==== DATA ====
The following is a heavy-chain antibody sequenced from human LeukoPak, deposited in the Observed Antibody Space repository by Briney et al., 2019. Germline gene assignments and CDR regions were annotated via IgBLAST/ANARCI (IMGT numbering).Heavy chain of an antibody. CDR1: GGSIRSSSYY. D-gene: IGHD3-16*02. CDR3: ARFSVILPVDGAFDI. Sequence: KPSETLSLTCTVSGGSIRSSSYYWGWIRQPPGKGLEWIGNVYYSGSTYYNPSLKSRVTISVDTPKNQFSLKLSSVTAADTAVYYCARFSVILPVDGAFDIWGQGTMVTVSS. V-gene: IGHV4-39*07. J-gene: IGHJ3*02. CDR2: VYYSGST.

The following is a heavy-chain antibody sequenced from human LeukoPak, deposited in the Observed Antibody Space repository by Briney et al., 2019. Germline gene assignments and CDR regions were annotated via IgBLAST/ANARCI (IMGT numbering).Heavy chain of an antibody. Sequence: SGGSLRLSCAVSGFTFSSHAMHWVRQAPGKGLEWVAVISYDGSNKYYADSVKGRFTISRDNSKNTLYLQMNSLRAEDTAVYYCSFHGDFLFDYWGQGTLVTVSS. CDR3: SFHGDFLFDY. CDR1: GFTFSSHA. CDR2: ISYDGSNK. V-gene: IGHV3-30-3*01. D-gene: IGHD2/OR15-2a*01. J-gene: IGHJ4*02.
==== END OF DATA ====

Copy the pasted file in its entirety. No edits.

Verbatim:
The following is a heavy-chain antibody sequenced from human LeukoPak, deposited in the Observed Antibody Space repository by Briney et al., 2019. Germline gene assignments and CDR regions were annotated via IgBLAST/ANARCI (IMGT numbering).Heavy chain of an antibody. CDR1: GGSIRSSSYY. D-gene: IGHD3-16*02. CDR3: ARFSVILPVDGAFDI. Sequence: KPSETLSLTCTVSGGSIRSSSYYWGWIRQPPGKGLEWIGNVYYSGSTYYNPSLKSRVTISVDTPKNQFSLKLSSVTAADTAVYYCARFSVILPVDGAFDIWGQGTMVTVSS. V-gene: IGHV4-39*07. J-gene: IGHJ3*02. CDR2: VYYSGST.

The following is a heavy-chain antibody sequenced from human LeukoPak, deposited in the Observed Antibody Space repository by Briney et al., 2019. Germline gene assignments and CDR regions were annotated via IgBLAST/ANARCI (IMGT numbering).Heavy chain of an antibody. Sequence: SGGSLRLSCAVSGFTFSSHAMHWVRQAPGKGLEWVAVISYDGSNKYYADSVKGRFTISRDNSKNTLYLQMNSLRAEDTAVYYCSFHGDFLFDYWGQGTLVTVSS. CDR3: SFHGDFLFDY. CDR1: GFTFSSHA. CDR2: ISYDGSNK. V-gene: IGHV3-30-3*01. D-gene: IGHD2/OR15-2a*01. J-gene: IGHJ4*02.